Santa Clara University is a Catholic school and the church’s position on abortion is pretty clear. Maybe the faculty members who disagree could find work at one of the thousands of non-Catholic schools in the country.

Colleen Flaherty of Inside Higher Ed reports.

Policy Denied

In an unprecedented move, the Santa Clara University Faculty Senate has voted to deem a recent health insurance policy change concerning abortion coverage “invalid.” It’s also demanding more faculty input on any future decision about coverage for non-medically necessary abortions.

“The term ‘invalid’ refers to the process by which [Rev. Michael Engh, university president] made the decision,” Juliana Chang, professor of English and a Faculty Senate president, said via email. “Faculty believe that our shared governance structure means that the president should consult the faculty prior to implementing major policy decisions.”

In October, Father Engh sent a letter to faculty and staff at the Jesuit institution saying he was ending health insurance coverage for “elective” abortions. Santa Clara was one of two Roman Catholic colleges in California to announce such a change this fall. The other was Loyola Marymount University.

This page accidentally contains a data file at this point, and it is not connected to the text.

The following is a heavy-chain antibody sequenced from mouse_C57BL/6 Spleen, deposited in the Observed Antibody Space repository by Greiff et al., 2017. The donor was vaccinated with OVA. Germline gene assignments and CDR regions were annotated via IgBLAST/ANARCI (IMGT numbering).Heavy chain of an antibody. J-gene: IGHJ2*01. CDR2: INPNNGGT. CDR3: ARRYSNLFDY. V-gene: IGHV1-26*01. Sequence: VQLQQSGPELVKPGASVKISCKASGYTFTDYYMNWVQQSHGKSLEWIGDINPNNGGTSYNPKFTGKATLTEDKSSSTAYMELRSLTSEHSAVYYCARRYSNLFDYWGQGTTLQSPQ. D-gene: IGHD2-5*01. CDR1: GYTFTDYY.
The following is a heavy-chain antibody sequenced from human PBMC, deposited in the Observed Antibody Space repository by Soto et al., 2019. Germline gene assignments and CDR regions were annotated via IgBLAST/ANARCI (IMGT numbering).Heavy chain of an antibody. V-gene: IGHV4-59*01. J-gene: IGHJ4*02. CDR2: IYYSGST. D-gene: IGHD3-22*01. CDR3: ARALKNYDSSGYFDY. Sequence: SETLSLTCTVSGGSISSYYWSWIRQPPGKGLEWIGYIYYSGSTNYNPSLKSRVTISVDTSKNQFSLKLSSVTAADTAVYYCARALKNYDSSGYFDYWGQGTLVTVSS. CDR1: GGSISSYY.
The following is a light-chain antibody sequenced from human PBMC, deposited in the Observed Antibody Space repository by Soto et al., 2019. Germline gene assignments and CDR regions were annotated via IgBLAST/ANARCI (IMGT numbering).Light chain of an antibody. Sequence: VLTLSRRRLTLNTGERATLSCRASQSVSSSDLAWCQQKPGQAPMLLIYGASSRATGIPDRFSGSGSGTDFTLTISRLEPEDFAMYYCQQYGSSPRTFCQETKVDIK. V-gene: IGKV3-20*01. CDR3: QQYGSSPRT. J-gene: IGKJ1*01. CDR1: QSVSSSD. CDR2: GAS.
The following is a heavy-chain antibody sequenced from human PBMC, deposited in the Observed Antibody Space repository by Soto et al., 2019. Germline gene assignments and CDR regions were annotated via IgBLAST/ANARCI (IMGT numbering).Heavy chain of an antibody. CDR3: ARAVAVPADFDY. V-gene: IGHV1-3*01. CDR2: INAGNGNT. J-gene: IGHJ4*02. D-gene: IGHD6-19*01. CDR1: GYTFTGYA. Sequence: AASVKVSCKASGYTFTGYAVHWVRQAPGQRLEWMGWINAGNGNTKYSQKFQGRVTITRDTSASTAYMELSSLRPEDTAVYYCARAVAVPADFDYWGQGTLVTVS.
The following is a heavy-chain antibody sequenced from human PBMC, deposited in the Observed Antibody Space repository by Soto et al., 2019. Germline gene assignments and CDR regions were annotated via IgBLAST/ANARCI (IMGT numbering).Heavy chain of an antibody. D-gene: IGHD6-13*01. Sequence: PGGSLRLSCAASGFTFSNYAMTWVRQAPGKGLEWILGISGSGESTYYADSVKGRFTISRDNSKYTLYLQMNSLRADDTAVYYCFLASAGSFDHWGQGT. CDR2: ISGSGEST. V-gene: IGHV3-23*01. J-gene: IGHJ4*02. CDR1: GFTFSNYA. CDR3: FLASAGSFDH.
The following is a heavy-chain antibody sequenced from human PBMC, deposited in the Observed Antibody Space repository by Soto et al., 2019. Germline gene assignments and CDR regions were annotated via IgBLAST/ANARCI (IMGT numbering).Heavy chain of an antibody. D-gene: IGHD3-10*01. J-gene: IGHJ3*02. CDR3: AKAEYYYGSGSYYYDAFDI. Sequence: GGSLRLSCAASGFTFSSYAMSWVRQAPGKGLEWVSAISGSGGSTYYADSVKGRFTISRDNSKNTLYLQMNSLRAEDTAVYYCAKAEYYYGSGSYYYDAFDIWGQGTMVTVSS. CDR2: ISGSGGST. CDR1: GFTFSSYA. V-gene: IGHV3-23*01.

Faculty at both institutions have raised concerns about both the ethical implications of the policy and the processes by which they were implemented. The initial announcement at Loyola Marymount was followed by a brief period for employee feedback, before its Board of Trustees approved the new policy in a split vote. At Santa Clara, however, faculty members have said they were given no warning.

“Our commitments as a Catholic university are incompatible with the inclusion of elective abortion coverage in the university’s health care plans,” Father Engh wrote in his letter.